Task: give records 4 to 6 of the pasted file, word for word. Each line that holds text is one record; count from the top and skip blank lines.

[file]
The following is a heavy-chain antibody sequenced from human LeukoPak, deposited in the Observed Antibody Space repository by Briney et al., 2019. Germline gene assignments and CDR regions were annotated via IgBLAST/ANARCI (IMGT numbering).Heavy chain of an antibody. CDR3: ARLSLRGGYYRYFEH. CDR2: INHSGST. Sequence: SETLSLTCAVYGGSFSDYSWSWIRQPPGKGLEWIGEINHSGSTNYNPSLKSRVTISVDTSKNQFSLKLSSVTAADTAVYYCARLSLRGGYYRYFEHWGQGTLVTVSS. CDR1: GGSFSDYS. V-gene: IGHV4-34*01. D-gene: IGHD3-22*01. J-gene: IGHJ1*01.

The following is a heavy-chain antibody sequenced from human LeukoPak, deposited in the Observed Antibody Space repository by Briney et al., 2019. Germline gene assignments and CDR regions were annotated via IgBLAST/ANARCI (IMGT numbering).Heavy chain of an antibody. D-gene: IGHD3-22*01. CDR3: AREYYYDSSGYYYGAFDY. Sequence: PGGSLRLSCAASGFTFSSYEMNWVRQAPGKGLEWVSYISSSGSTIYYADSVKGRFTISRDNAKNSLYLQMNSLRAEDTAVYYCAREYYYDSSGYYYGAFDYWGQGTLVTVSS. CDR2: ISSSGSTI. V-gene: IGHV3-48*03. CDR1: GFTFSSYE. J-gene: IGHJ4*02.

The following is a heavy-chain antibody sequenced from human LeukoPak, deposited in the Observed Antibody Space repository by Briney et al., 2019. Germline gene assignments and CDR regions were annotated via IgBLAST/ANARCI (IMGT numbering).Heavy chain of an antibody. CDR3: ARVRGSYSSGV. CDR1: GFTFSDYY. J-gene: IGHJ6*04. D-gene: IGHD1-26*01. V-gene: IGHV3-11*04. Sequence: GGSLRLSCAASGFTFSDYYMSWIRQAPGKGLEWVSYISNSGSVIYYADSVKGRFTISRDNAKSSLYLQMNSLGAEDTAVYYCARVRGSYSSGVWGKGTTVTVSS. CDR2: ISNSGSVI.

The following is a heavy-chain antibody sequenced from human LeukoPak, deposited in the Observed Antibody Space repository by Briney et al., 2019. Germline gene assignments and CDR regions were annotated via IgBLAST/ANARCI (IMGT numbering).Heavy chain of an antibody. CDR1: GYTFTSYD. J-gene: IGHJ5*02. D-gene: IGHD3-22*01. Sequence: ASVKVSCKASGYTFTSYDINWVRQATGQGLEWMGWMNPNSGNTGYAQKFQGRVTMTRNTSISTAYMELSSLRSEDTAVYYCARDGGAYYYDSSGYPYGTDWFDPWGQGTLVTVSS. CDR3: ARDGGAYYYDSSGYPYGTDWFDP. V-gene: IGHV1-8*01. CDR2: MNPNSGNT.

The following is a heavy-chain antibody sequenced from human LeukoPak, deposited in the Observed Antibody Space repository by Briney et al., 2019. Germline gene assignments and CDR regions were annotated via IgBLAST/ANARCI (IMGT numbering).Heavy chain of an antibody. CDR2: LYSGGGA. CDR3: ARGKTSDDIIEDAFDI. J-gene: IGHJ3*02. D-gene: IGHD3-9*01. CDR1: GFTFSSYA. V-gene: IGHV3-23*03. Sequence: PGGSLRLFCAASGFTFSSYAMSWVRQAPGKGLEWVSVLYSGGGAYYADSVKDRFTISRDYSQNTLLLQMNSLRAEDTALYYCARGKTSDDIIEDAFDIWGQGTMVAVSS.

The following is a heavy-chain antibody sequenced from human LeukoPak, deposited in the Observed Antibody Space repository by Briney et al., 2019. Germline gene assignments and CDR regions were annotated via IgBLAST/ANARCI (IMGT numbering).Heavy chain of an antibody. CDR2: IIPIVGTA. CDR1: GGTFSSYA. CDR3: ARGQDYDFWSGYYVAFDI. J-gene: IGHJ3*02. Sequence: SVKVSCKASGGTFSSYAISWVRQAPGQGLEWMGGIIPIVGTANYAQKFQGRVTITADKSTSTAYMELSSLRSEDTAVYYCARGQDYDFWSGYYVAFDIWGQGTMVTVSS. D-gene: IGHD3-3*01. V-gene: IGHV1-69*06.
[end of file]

The following is a heavy-chain antibody sequenced from human LeukoPak, deposited in the Observed Antibody Space repository by Briney et al., 2019. Germline gene assignments and CDR regions were annotated via IgBLAST/ANARCI (IMGT numbering).Heavy chain of an antibody. CDR1: GYTFTSYD. J-gene: IGHJ5*02. D-gene: IGHD3-22*01. Sequence: ASVKVSCKASGYTFTSYDINWVRQATGQGLEWMGWMNPNSGNTGYAQKFQGRVTMTRNTSISTAYMELSSLRSEDTAVYYCARDGGAYYYDSSGYPYGTDWFDPWGQGTLVTVSS. CDR3: ARDGGAYYYDSSGYPYGTDWFDP. V-gene: IGHV1-8*01. CDR2: MNPNSGNT.

The following is a heavy-chain antibody sequenced from human LeukoPak, deposited in the Observed Antibody Space repository by Briney et al., 2019. Germline gene assignments and CDR regions were annotated via IgBLAST/ANARCI (IMGT numbering).Heavy chain of an antibody. CDR2: LYSGGGA. CDR3: ARGKTSDDIIEDAFDI. J-gene: IGHJ3*02. D-gene: IGHD3-9*01. CDR1: GFTFSSYA. V-gene: IGHV3-23*03. Sequence: PGGSLRLFCAASGFTFSSYAMSWVRQAPGKGLEWVSVLYSGGGAYYADSVKDRFTISRDYSQNTLLLQMNSLRAEDTALYYCARGKTSDDIIEDAFDIWGQGTMVAVSS.

The following is a heavy-chain antibody sequenced from human LeukoPak, deposited in the Observed Antibody Space repository by Briney et al., 2019. Germline gene assignments and CDR regions were annotated via IgBLAST/ANARCI (IMGT numbering).Heavy chain of an antibody. CDR2: IIPIVGTA. CDR1: GGTFSSYA. CDR3: ARGQDYDFWSGYYVAFDI. J-gene: IGHJ3*02. Sequence: SVKVSCKASGGTFSSYAISWVRQAPGQGLEWMGGIIPIVGTANYAQKFQGRVTITADKSTSTAYMELSSLRSEDTAVYYCARGQDYDFWSGYYVAFDIWGQGTMVTVSS. D-gene: IGHD3-3*01. V-gene: IGHV1-69*06.